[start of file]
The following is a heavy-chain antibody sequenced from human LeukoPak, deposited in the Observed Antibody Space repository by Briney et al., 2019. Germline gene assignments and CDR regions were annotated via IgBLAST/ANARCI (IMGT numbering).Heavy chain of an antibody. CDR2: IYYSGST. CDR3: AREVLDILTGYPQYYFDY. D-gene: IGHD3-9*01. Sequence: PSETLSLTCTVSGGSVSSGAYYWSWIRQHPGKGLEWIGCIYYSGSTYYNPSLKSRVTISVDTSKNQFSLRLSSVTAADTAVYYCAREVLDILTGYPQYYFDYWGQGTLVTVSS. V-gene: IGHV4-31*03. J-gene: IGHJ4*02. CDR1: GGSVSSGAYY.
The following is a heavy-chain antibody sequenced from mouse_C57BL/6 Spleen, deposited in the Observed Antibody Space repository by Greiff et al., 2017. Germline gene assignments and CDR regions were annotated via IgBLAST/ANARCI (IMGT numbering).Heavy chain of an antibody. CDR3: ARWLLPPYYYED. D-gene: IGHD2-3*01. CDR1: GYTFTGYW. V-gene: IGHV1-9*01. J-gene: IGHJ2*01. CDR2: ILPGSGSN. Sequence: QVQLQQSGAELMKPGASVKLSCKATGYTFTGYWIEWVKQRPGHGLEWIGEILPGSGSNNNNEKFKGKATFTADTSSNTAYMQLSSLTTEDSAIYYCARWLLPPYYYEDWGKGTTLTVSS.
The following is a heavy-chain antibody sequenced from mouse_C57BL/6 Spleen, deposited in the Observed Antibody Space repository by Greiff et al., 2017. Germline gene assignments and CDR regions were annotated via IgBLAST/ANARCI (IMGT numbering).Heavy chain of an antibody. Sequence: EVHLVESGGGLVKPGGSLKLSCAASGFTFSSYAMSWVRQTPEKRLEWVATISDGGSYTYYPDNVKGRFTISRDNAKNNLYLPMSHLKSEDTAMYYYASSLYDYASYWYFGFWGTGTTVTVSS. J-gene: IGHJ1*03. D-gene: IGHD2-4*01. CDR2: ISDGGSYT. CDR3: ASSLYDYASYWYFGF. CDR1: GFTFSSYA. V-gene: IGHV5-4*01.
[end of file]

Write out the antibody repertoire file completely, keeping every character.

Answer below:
The following is a heavy-chain antibody sequenced from human LeukoPak, deposited in the Observed Antibody Space repository by Briney et al., 2019. Germline gene assignments and CDR regions were annotated via IgBLAST/ANARCI (IMGT numbering).Heavy chain of an antibody. CDR2: IYYSGST. CDR3: AREVLDILTGYPQYYFDY. D-gene: IGHD3-9*01. Sequence: PSETLSLTCTVSGGSVSSGAYYWSWIRQHPGKGLEWIGCIYYSGSTYYNPSLKSRVTISVDTSKNQFSLRLSSVTAADTAVYYCAREVLDILTGYPQYYFDYWGQGTLVTVSS. V-gene: IGHV4-31*03. J-gene: IGHJ4*02. CDR1: GGSVSSGAYY.
The following is a heavy-chain antibody sequenced from mouse_C57BL/6 Spleen, deposited in the Observed Antibody Space repository by Greiff et al., 2017. Germline gene assignments and CDR regions were annotated via IgBLAST/ANARCI (IMGT numbering).Heavy chain of an antibody. CDR3: ARWLLPPYYYED. D-gene: IGHD2-3*01. CDR1: GYTFTGYW. V-gene: IGHV1-9*01. J-gene: IGHJ2*01. CDR2: ILPGSGSN. Sequence: QVQLQQSGAELMKPGASVKLSCKATGYTFTGYWIEWVKQRPGHGLEWIGEILPGSGSNNNNEKFKGKATFTADTSSNTAYMQLSSLTTEDSAIYYCARWLLPPYYYEDWGKGTTLTVSS.
The following is a heavy-chain antibody sequenced from mouse_C57BL/6 Spleen, deposited in the Observed Antibody Space repository by Greiff et al., 2017. Germline gene assignments and CDR regions were annotated via IgBLAST/ANARCI (IMGT numbering).Heavy chain of an antibody. Sequence: EVHLVESGGGLVKPGGSLKLSCAASGFTFSSYAMSWVRQTPEKRLEWVATISDGGSYTYYPDNVKGRFTISRDNAKNNLYLPMSHLKSEDTAMYYYASSLYDYASYWYFGFWGTGTTVTVSS. J-gene: IGHJ1*03. D-gene: IGHD2-4*01. CDR2: ISDGGSYT. CDR3: ASSLYDYASYWYFGF. CDR1: GFTFSSYA. V-gene: IGHV5-4*01.